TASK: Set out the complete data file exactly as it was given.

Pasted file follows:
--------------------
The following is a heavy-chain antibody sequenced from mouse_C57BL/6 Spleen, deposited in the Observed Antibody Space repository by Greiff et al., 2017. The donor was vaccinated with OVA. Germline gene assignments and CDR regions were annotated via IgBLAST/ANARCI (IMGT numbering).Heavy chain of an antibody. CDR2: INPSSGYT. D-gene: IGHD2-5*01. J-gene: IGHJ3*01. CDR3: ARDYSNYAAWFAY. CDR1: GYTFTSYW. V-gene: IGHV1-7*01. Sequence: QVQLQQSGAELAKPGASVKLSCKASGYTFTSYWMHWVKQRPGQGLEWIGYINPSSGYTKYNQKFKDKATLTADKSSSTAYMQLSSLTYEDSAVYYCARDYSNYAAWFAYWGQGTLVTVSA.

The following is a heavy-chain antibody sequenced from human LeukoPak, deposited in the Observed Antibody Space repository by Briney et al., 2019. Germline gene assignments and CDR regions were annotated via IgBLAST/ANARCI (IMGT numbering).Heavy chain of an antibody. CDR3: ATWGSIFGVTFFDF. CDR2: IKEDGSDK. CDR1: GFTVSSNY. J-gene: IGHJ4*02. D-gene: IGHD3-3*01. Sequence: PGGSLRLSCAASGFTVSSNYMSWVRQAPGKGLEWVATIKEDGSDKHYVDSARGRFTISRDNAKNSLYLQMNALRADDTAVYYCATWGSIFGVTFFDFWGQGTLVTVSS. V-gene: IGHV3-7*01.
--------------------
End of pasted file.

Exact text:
The following is a heavy-chain antibody sequenced from mouse_C57BL/6 Spleen, deposited in the Observed Antibody Space repository by Greiff et al., 2017. The donor was vaccinated with OVA. Germline gene assignments and CDR regions were annotated via IgBLAST/ANARCI (IMGT numbering).Heavy chain of an antibody. CDR2: INPSSGYT. D-gene: IGHD2-5*01. J-gene: IGHJ3*01. CDR3: ARDYSNYAAWFAY. CDR1: GYTFTSYW. V-gene: IGHV1-7*01. Sequence: QVQLQQSGAELAKPGASVKLSCKASGYTFTSYWMHWVKQRPGQGLEWIGYINPSSGYTKYNQKFKDKATLTADKSSSTAYMQLSSLTYEDSAVYYCARDYSNYAAWFAYWGQGTLVTVSA.

The following is a heavy-chain antibody sequenced from human LeukoPak, deposited in the Observed Antibody Space repository by Briney et al., 2019. Germline gene assignments and CDR regions were annotated via IgBLAST/ANARCI (IMGT numbering).Heavy chain of an antibody. CDR3: ATWGSIFGVTFFDF. CDR2: IKEDGSDK. CDR1: GFTVSSNY. J-gene: IGHJ4*02. D-gene: IGHD3-3*01. Sequence: PGGSLRLSCAASGFTVSSNYMSWVRQAPGKGLEWVATIKEDGSDKHYVDSARGRFTISRDNAKNSLYLQMNALRADDTAVYYCATWGSIFGVTFFDFWGQGTLVTVSS. V-gene: IGHV3-7*01.